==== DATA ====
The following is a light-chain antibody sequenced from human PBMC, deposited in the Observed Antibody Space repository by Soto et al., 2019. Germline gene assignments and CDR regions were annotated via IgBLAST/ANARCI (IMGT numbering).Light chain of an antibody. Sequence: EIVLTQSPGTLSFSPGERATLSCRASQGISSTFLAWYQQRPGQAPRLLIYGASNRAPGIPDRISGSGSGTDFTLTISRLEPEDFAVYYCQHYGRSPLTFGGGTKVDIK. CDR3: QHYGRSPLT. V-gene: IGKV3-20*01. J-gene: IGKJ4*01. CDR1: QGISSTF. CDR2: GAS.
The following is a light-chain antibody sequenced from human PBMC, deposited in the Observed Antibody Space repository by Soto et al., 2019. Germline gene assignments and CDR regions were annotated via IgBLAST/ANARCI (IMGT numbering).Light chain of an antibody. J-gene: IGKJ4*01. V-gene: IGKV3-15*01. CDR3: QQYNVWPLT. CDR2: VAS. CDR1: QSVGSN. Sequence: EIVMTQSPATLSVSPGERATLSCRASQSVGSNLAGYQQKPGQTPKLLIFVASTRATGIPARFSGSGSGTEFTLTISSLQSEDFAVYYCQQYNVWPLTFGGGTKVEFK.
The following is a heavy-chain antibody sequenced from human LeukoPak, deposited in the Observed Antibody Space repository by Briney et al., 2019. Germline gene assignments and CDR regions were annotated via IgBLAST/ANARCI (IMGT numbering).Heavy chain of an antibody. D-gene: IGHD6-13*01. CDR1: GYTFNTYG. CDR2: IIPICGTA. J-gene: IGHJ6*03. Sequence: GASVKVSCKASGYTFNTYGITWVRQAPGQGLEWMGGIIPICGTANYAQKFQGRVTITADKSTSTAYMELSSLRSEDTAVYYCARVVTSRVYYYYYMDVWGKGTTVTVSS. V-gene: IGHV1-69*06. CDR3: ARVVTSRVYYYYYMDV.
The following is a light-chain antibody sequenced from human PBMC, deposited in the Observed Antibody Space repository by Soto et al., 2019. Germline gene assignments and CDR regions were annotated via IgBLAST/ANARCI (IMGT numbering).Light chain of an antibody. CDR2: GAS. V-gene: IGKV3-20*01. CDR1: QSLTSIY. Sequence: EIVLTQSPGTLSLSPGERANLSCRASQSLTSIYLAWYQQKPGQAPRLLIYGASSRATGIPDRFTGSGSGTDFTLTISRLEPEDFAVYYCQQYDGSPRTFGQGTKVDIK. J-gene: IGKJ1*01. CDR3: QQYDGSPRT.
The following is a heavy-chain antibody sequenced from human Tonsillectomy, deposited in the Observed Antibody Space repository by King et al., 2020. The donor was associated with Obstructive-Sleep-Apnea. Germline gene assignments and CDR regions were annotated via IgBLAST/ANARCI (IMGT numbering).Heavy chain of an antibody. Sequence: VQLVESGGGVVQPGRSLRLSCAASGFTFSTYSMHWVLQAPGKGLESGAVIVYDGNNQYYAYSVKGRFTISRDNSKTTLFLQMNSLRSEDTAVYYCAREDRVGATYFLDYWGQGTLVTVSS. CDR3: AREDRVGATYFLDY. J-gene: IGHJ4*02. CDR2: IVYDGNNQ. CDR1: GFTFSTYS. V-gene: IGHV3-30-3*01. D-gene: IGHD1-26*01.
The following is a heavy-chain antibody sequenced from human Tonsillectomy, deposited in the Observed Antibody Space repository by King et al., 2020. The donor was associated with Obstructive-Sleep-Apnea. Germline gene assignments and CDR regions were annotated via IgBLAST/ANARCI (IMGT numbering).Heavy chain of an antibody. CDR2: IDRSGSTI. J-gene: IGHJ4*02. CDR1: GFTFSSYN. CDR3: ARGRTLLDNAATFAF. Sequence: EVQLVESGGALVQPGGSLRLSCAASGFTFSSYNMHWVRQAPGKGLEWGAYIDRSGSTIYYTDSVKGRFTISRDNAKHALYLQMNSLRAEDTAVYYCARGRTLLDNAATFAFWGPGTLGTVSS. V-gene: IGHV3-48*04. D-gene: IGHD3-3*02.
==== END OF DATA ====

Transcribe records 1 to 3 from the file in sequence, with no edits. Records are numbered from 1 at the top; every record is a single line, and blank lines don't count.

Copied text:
The following is a light-chain antibody sequenced from human PBMC, deposited in the Observed Antibody Space repository by Soto et al., 2019. Germline gene assignments and CDR regions were annotated via IgBLAST/ANARCI (IMGT numbering).Light chain of an antibody. Sequence: EIVLTQSPGTLSFSPGERATLSCRASQGISSTFLAWYQQRPGQAPRLLIYGASNRAPGIPDRISGSGSGTDFTLTISRLEPEDFAVYYCQHYGRSPLTFGGGTKVDIK. CDR3: QHYGRSPLT. V-gene: IGKV3-20*01. J-gene: IGKJ4*01. CDR1: QGISSTF. CDR2: GAS.
The following is a light-chain antibody sequenced from human PBMC, deposited in the Observed Antibody Space repository by Soto et al., 2019. Germline gene assignments and CDR regions were annotated via IgBLAST/ANARCI (IMGT numbering).Light chain of an antibody. J-gene: IGKJ4*01. V-gene: IGKV3-15*01. CDR3: QQYNVWPLT. CDR2: VAS. CDR1: QSVGSN. Sequence: EIVMTQSPATLSVSPGERATLSCRASQSVGSNLAGYQQKPGQTPKLLIFVASTRATGIPARFSGSGSGTEFTLTISSLQSEDFAVYYCQQYNVWPLTFGGGTKVEFK.
The following is a heavy-chain antibody sequenced from human LeukoPak, deposited in the Observed Antibody Space repository by Briney et al., 2019. Germline gene assignments and CDR regions were annotated via IgBLAST/ANARCI (IMGT numbering).Heavy chain of an antibody. D-gene: IGHD6-13*01. CDR1: GYTFNTYG. CDR2: IIPICGTA. J-gene: IGHJ6*03. Sequence: GASVKVSCKASGYTFNTYGITWVRQAPGQGLEWMGGIIPICGTANYAQKFQGRVTITADKSTSTAYMELSSLRSEDTAVYYCARVVTSRVYYYYYMDVWGKGTTVTVSS. V-gene: IGHV1-69*06. CDR3: ARVVTSRVYYYYYMDV.